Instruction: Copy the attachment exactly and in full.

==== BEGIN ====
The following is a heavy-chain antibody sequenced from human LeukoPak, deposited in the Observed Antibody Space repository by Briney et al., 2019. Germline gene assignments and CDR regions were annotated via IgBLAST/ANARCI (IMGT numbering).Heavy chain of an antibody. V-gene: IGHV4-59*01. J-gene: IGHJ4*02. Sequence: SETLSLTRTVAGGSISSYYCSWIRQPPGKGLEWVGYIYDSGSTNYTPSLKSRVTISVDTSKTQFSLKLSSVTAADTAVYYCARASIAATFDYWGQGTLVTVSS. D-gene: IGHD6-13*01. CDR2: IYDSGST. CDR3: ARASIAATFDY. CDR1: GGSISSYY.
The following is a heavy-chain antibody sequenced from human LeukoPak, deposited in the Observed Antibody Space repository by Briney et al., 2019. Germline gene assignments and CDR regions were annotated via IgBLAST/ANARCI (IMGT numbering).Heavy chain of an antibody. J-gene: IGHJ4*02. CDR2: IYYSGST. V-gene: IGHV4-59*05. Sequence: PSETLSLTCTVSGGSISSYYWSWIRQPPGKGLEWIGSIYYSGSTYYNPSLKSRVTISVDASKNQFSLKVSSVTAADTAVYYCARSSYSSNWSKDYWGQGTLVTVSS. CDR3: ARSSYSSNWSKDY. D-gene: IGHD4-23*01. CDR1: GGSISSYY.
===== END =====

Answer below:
The following is a heavy-chain antibody sequenced from human LeukoPak, deposited in the Observed Antibody Space repository by Briney et al., 2019. Germline gene assignments and CDR regions were annotated via IgBLAST/ANARCI (IMGT numbering).Heavy chain of an antibody. V-gene: IGHV4-59*01. J-gene: IGHJ4*02. Sequence: SETLSLTRTVAGGSISSYYCSWIRQPPGKGLEWVGYIYDSGSTNYTPSLKSRVTISVDTSKTQFSLKLSSVTAADTAVYYCARASIAATFDYWGQGTLVTVSS. D-gene: IGHD6-13*01. CDR2: IYDSGST. CDR3: ARASIAATFDY. CDR1: GGSISSYY.
The following is a heavy-chain antibody sequenced from human LeukoPak, deposited in the Observed Antibody Space repository by Briney et al., 2019. Germline gene assignments and CDR regions were annotated via IgBLAST/ANARCI (IMGT numbering).Heavy chain of an antibody. J-gene: IGHJ4*02. CDR2: IYYSGST. V-gene: IGHV4-59*05. Sequence: PSETLSLTCTVSGGSISSYYWSWIRQPPGKGLEWIGSIYYSGSTYYNPSLKSRVTISVDASKNQFSLKVSSVTAADTAVYYCARSSYSSNWSKDYWGQGTLVTVSS. CDR3: ARSSYSSNWSKDY. D-gene: IGHD4-23*01. CDR1: GGSISSYY.